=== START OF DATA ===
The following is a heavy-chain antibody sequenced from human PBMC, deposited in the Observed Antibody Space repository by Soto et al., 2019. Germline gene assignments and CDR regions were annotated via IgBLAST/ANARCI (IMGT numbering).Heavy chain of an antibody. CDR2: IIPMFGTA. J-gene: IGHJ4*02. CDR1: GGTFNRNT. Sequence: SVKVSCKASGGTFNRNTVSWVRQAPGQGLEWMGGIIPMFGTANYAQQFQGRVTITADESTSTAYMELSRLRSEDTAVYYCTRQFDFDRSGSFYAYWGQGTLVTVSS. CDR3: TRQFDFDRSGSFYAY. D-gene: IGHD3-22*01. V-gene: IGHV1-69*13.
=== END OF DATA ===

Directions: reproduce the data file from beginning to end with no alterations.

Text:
The following is a heavy-chain antibody sequenced from human PBMC, deposited in the Observed Antibody Space repository by Soto et al., 2019. Germline gene assignments and CDR regions were annotated via IgBLAST/ANARCI (IMGT numbering).Heavy chain of an antibody. CDR2: IIPMFGTA. J-gene: IGHJ4*02. CDR1: GGTFNRNT. Sequence: SVKVSCKASGGTFNRNTVSWVRQAPGQGLEWMGGIIPMFGTANYAQQFQGRVTITADESTSTAYMELSRLRSEDTAVYYCTRQFDFDRSGSFYAYWGQGTLVTVSS. CDR3: TRQFDFDRSGSFYAY. D-gene: IGHD3-22*01. V-gene: IGHV1-69*13.